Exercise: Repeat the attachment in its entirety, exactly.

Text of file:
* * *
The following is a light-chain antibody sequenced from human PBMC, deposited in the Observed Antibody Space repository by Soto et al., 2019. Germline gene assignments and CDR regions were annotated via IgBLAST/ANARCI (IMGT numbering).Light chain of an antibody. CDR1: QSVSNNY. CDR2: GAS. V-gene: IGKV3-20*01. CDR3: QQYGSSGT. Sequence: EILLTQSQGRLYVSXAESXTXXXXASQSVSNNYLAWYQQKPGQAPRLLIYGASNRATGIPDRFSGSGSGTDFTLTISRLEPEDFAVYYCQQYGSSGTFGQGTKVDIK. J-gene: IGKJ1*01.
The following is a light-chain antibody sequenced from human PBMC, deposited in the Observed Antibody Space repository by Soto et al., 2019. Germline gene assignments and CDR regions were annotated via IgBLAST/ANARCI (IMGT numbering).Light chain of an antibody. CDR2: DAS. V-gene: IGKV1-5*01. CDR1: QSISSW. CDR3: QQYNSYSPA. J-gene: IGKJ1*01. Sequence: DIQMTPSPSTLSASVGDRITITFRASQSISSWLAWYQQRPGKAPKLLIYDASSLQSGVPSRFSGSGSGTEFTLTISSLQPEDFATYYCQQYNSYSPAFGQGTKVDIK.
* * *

The following is a light-chain antibody sequenced from human PBMC, deposited in the Observed Antibody Space repository by Soto et al., 2019. Germline gene assignments and CDR regions were annotated via IgBLAST/ANARCI (IMGT numbering).Light chain of an antibody. CDR1: QSVSNNY. CDR2: GAS. V-gene: IGKV3-20*01. CDR3: QQYGSSGT. Sequence: EILLTQSQGRLYVSXAESXTXXXXASQSVSNNYLAWYQQKPGQAPRLLIYGASNRATGIPDRFSGSGSGTDFTLTISRLEPEDFAVYYCQQYGSSGTFGQGTKVDIK. J-gene: IGKJ1*01.
The following is a light-chain antibody sequenced from human PBMC, deposited in the Observed Antibody Space repository by Soto et al., 2019. Germline gene assignments and CDR regions were annotated via IgBLAST/ANARCI (IMGT numbering).Light chain of an antibody. CDR2: DAS. V-gene: IGKV1-5*01. CDR1: QSISSW. CDR3: QQYNSYSPA. J-gene: IGKJ1*01. Sequence: DIQMTPSPSTLSASVGDRITITFRASQSISSWLAWYQQRPGKAPKLLIYDASSLQSGVPSRFSGSGSGTEFTLTISSLQPEDFATYYCQQYNSYSPAFGQGTKVDIK.